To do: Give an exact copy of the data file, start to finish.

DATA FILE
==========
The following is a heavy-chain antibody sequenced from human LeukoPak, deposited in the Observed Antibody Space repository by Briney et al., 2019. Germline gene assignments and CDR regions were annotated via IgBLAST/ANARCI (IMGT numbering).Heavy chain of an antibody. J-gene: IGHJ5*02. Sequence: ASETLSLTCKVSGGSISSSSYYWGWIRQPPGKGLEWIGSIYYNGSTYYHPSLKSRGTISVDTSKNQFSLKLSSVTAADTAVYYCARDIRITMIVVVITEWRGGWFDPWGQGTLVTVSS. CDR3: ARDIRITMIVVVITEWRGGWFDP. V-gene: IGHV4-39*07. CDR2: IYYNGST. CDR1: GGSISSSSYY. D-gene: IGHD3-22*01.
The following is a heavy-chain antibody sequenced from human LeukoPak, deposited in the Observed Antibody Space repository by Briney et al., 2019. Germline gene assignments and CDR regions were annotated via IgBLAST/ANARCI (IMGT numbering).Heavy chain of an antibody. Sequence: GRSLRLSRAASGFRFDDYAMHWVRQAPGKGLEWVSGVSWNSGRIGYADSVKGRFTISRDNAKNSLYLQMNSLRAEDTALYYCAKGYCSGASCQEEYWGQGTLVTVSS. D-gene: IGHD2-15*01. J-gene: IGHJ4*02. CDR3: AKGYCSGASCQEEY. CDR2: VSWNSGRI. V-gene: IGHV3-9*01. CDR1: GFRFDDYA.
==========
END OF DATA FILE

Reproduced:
The following is a heavy-chain antibody sequenced from human LeukoPak, deposited in the Observed Antibody Space repository by Briney et al., 2019. Germline gene assignments and CDR regions were annotated via IgBLAST/ANARCI (IMGT numbering).Heavy chain of an antibody. J-gene: IGHJ5*02. Sequence: ASETLSLTCKVSGGSISSSSYYWGWIRQPPGKGLEWIGSIYYNGSTYYHPSLKSRGTISVDTSKNQFSLKLSSVTAADTAVYYCARDIRITMIVVVITEWRGGWFDPWGQGTLVTVSS. CDR3: ARDIRITMIVVVITEWRGGWFDP. V-gene: IGHV4-39*07. CDR2: IYYNGST. CDR1: GGSISSSSYY. D-gene: IGHD3-22*01.
The following is a heavy-chain antibody sequenced from human LeukoPak, deposited in the Observed Antibody Space repository by Briney et al., 2019. Germline gene assignments and CDR regions were annotated via IgBLAST/ANARCI (IMGT numbering).Heavy chain of an antibody. Sequence: GRSLRLSRAASGFRFDDYAMHWVRQAPGKGLEWVSGVSWNSGRIGYADSVKGRFTISRDNAKNSLYLQMNSLRAEDTALYYCAKGYCSGASCQEEYWGQGTLVTVSS. D-gene: IGHD2-15*01. J-gene: IGHJ4*02. CDR3: AKGYCSGASCQEEY. CDR2: VSWNSGRI. V-gene: IGHV3-9*01. CDR1: GFRFDDYA.